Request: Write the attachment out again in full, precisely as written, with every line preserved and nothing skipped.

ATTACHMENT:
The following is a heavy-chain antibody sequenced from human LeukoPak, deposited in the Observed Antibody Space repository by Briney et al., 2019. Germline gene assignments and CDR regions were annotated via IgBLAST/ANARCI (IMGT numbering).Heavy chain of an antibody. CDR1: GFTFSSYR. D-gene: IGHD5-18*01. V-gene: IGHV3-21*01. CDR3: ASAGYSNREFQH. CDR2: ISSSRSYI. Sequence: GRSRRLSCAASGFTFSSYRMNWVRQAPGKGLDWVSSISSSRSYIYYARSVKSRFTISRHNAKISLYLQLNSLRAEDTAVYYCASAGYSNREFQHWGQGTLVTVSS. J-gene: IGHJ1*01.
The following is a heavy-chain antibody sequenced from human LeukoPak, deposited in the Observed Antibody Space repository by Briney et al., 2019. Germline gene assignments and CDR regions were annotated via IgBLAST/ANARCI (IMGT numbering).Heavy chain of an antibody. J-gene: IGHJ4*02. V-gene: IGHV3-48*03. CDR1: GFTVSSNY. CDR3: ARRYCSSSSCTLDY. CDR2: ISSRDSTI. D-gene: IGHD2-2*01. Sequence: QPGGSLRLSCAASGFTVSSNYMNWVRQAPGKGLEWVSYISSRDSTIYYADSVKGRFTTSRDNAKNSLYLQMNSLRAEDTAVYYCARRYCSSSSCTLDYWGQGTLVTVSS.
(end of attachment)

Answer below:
The following is a heavy-chain antibody sequenced from human LeukoPak, deposited in the Observed Antibody Space repository by Briney et al., 2019. Germline gene assignments and CDR regions were annotated via IgBLAST/ANARCI (IMGT numbering).Heavy chain of an antibody. CDR1: GFTFSSYR. D-gene: IGHD5-18*01. V-gene: IGHV3-21*01. CDR3: ASAGYSNREFQH. CDR2: ISSSRSYI. Sequence: GRSRRLSCAASGFTFSSYRMNWVRQAPGKGLDWVSSISSSRSYIYYARSVKSRFTISRHNAKISLYLQLNSLRAEDTAVYYCASAGYSNREFQHWGQGTLVTVSS. J-gene: IGHJ1*01.
The following is a heavy-chain antibody sequenced from human LeukoPak, deposited in the Observed Antibody Space repository by Briney et al., 2019. Germline gene assignments and CDR regions were annotated via IgBLAST/ANARCI (IMGT numbering).Heavy chain of an antibody. J-gene: IGHJ4*02. V-gene: IGHV3-48*03. CDR1: GFTVSSNY. CDR3: ARRYCSSSSCTLDY. CDR2: ISSRDSTI. D-gene: IGHD2-2*01. Sequence: QPGGSLRLSCAASGFTVSSNYMNWVRQAPGKGLEWVSYISSRDSTIYYADSVKGRFTTSRDNAKNSLYLQMNSLRAEDTAVYYCARRYCSSSSCTLDYWGQGTLVTVSS.